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HIV and infant feeding in Malawi: public health simplicity in complex social and cultural contexts

Overview of attention for article published in BMC Public Health, August 2012
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About this Attention Score

  • In the top 25% of all research outputs scored by Altmetric
  • High Attention Score compared to outputs of the same age (85th percentile)
  • High Attention Score compared to outputs of the same age and source (82nd percentile)

Mentioned by

twitter
12 tweeters

Citations

dimensions_citation
17 Dimensions

Readers on

mendeley
125 Mendeley
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Title
HIV and infant feeding in Malawi: public health simplicity in complex social and cultural contexts
Published in
BMC Public Health, August 2012
DOI 10.1186/1471-2458-12-700
Pubmed ID
Authors

Jacqueline R Chinkonde, Marit Helene Hem, Johanne Sundby

Abstract

The question of when and how to best wean infants born to mothers with HIV requires complex answers. There are clinical guidelines on best approaches but limitations persist when applying them in diverse low-income settings. In such settings, infant-feeding practices are not only dependent on individual women's choices but are also subject to social and cultural pressures. However, when developing infant-feeding policies little attention has been paid to these pressures, even though they may yield useful empirical knowledge on the various forces that shape the infant-feeding dilemmas confronting women with HIV. This study aimed to a) identify the infant-feeding challenges that women with HIV faced when they were advised to wean their children at an early age of six months and b) explore how the women adhered to their infant-feeding options while facing and managing these challenges.

Twitter Demographics

The data shown below were collected from the profiles of 12 tweeters who shared this research output. Click here to find out more about how the information was compiled.

Mendeley readers

The data shown below were compiled from readership statistics for 125 Mendeley readers of this research output. Click here to see the associated Mendeley record.

Geographical breakdown

Country Count As %
Australia 1 <1%
Switzerland 1 <1%
Unknown 123 98%

Demographic breakdown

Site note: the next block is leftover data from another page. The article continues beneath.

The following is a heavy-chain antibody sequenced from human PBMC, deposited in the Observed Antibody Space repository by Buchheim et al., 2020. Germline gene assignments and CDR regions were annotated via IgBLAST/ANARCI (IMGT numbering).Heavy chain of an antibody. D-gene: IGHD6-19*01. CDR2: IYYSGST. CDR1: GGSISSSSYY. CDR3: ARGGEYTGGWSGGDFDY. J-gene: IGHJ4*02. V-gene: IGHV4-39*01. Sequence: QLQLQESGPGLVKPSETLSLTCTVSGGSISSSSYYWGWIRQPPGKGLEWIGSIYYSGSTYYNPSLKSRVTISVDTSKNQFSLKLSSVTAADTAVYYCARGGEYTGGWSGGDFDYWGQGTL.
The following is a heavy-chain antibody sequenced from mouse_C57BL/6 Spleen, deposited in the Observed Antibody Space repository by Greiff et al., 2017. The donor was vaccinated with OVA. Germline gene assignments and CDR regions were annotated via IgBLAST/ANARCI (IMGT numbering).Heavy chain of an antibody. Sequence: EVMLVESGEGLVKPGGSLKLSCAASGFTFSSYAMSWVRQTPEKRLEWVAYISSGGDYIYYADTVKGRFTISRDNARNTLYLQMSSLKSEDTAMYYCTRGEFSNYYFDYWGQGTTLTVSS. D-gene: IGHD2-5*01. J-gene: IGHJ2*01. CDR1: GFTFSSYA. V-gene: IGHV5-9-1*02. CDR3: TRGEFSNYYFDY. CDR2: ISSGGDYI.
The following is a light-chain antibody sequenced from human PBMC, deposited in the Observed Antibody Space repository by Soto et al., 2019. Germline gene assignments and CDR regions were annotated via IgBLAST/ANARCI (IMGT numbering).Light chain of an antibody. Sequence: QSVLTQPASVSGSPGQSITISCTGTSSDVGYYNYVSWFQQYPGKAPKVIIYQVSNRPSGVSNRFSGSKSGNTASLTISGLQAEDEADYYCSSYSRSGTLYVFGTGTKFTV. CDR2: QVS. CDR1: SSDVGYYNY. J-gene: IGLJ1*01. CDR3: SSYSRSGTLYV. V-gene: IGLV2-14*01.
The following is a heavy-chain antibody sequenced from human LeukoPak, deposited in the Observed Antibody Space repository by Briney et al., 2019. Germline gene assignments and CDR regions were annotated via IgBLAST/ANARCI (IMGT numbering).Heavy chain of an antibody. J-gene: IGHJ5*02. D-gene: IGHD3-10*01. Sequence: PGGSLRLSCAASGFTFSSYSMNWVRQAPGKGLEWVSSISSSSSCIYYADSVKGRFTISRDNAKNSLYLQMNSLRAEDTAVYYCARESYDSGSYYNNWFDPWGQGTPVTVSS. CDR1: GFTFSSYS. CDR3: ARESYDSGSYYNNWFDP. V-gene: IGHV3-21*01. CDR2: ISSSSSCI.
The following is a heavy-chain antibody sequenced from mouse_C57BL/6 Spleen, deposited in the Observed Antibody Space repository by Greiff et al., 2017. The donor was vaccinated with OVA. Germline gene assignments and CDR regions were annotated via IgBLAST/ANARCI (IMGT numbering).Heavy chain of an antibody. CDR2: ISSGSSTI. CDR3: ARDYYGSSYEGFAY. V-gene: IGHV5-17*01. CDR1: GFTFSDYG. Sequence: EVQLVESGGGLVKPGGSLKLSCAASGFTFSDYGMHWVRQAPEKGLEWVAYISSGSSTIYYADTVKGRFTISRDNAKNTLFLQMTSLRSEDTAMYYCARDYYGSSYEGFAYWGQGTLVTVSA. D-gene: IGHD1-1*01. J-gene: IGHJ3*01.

Readers by professional status Count As %
Student > Master 28 22%
Researcher 21 17%
Student > Doctoral Student 13 10%
Student > Ph. D. Student 11 9%
Student > Bachelor 10 8%
Other 27 22%
Unknown 15 12%
Readers by discipline Count As %
Medicine and Dentistry 38 30%
Nursing and Health Professions 28 22%
Social Sciences 18 14%
Agricultural and Biological Sciences 5 4%
Psychology 5 4%
Other 13 10%
Unknown 18 14%

Attention Score in Context

This research output has an Altmetric Attention Score of 8. This is our high-level measure of the quality and quantity of online attention that it has received. This Attention Score, as well as the ranking and number of research outputs shown below, was calculated when the research output was last mentioned on 20 September 2012.
All research outputs
#1,784,389
of 12,372,633 outputs
Outputs from BMC Public Health
#2,058
of 8,418 outputs
Outputs of similar age
#17,922
of 126,400 outputs
Outputs of similar age from BMC Public Health
#19
of 110 outputs
Altmetric has tracked 12,372,633 research outputs across all sources so far. Compared to these this one has done well and is in the 85th percentile: it's in the top 25% of all research outputs ever tracked by Altmetric.
So far Altmetric has tracked 8,418 research outputs from this source. They typically receive a lot more attention than average, with a mean Attention Score of 10.7. This one has done well, scoring higher than 75% of its peers.
Older research outputs will score higher simply because they've had more time to accumulate mentions. To account for age we can compare this Altmetric Attention Score to the 126,400 tracked outputs that were published within six weeks on either side of this one in any source. This one has done well, scoring higher than 85% of its contemporaries.
We're also able to compare this research output to 110 others from the same source and published within six weeks on either side of this one. This one has done well, scoring higher than 82% of its contemporaries.